Sunday, November 23, 2008

Bob Dylan Song #60: Tombstone Blues

"Tombstone Blues" has been a personal favorite of mine for a while, mainly because of how insanely quotable it is. Who among us hasn't tried to find a way to shoehorn "the sun's not yellow, it's chicken" into some sort of conversation in our lives? Okay, maybe not a lot of you, but it's still an awesome lyric, right? Dylan's lyrics, by virtue of their spaced-out druggieness and tendencies to delve into some goddamn weird territory, tend to sound pretty dark; however, the chugging blues arrangement of "Tombstone Blues" prevents that from happening. With his band hurtling forward with freight-train energy, somehow "Death to all those who would whimper and cry" sounds downright chipper. And this is (other than, perhaps, the title track) the most outright energetic track on the album, those guitar licks flashing like bolts of lightning after the chorus. That makes the song stand out; not even "Like A Rolling Stone", full of its majestic brilliance, has quite the same fire.

It's interesting to note that this song was performed in "I'm Not There", but not in the Cate Blanchett section as you might have guessed. Instead, it shows up in the Marcus Carl Franklin Folkie Dylan section, performed with a more laid-back energy by Franklin and Richie Havens. The performance is quite good, distinguished by the fact that Havens' less frenetic interpretation works just as well for the song as Dylan's runaway train album version, but that's not the issue. What interests me is that Todd Haynes chose to have that song in that particular section, performed in a style more linked with the blues, by two African-American musicians. Obviously Haynes made any number of interpretations in his movie, for better or for worse, but this is one that makes a lot of sense.

There's something worth pondering about the fact that Dylan would even choose to write a song to be performed in a blues style (albeit a blues style modified for a rock setting), especially one in which the lyrics have essentially nothing to do with traditional blues and everything to do with the free form writing style Dylan was immersed in at the time. After all, in between the stuff about Jack the Ripper and road maps for the soul and Cecil B. DeMille is a chorus that could've been plucked from a Blind Lemon Jefferson song: "Mama's in the factory, she ain't got no shoes/Daddy's in the alley, he's looking for food/I'm in the kitchen with the tombstone blues". And "tombstone blues" is just a fancy-schmancy way of talking about death, a subject every bluesman's taken his metaphorical ax to at some point. So you've got a song where every verse is crazier than the next, yet they're all underpinned by a chorus and chord structure familiar to any blues fan. What gives?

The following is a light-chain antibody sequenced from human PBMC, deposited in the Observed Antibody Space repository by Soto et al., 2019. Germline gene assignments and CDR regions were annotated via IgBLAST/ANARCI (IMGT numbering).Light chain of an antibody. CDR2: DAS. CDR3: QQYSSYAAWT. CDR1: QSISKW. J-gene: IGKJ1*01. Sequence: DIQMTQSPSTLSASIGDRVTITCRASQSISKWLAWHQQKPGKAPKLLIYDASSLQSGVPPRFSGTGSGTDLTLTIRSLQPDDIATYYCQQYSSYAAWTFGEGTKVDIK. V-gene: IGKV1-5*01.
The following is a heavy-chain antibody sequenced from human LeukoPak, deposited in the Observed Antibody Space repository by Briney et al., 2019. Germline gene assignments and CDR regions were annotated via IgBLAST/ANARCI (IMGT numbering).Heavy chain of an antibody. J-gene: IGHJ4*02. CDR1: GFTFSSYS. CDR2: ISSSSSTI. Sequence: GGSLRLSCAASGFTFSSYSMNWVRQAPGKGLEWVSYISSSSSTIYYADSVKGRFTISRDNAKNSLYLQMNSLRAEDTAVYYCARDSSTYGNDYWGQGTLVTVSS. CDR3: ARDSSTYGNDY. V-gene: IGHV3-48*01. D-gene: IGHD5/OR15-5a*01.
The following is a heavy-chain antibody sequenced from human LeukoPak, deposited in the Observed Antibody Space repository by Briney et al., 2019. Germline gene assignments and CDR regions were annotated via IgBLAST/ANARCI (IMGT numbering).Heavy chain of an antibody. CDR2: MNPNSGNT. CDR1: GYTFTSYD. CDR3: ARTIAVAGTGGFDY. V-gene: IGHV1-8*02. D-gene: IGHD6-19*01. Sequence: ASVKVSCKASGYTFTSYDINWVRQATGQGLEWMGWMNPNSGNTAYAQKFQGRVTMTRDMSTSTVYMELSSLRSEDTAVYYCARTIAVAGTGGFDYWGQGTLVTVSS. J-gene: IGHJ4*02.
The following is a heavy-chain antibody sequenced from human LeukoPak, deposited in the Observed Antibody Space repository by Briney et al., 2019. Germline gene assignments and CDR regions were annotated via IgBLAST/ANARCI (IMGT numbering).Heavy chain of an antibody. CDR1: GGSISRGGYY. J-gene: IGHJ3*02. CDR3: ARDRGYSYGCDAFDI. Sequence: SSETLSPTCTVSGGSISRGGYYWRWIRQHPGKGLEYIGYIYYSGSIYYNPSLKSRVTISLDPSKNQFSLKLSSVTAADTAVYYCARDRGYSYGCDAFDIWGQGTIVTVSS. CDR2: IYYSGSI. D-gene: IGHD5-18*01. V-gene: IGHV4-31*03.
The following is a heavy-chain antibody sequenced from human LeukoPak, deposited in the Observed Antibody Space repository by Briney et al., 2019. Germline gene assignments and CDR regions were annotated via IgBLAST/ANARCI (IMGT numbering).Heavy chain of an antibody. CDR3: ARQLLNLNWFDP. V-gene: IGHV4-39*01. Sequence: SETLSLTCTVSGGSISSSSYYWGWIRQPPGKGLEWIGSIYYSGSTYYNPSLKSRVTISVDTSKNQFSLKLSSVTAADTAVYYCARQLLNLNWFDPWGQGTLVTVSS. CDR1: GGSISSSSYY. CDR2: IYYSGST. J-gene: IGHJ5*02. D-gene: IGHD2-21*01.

Perhaps the answer lies in an earlier outtake of "Tombstone Blues", one that many of you have probably heard or at least heard of - the "Chambers Brothers version". Little-known (at the time) soul group The Chambers Brothers was brought in to record overdub vocals for the song, basically harmonizing over the chorus. Even though this version ended up being scrapped (and, it should be noted, probably for good reason), the outtake still exists, and it's a worthwhile listen, both because the Chambers Brothers do a fine job harmonizing and because it's such an interesting alternate universe moment. The harmonies, in essence, give the song an added dimension that surprisingly works to accentuate the blues aspect of the song - maybe it's not an ideal addition, but it actually gives a clearer suggestion of what Dylan was going for with the song. There's a definite feeling of homage in those vocals, especially in the way the last "blues" is drawn out by the group, and one wonders how the song might have been received with those vocals attached. Would Dylan have earned some plaudits for tipping his hat at the blues, a style he'd paid tribute to on his earlier albums? Or would he have caught more flack for appropriating an ages-old music style in his evil rock metier? That's something worth thinking about.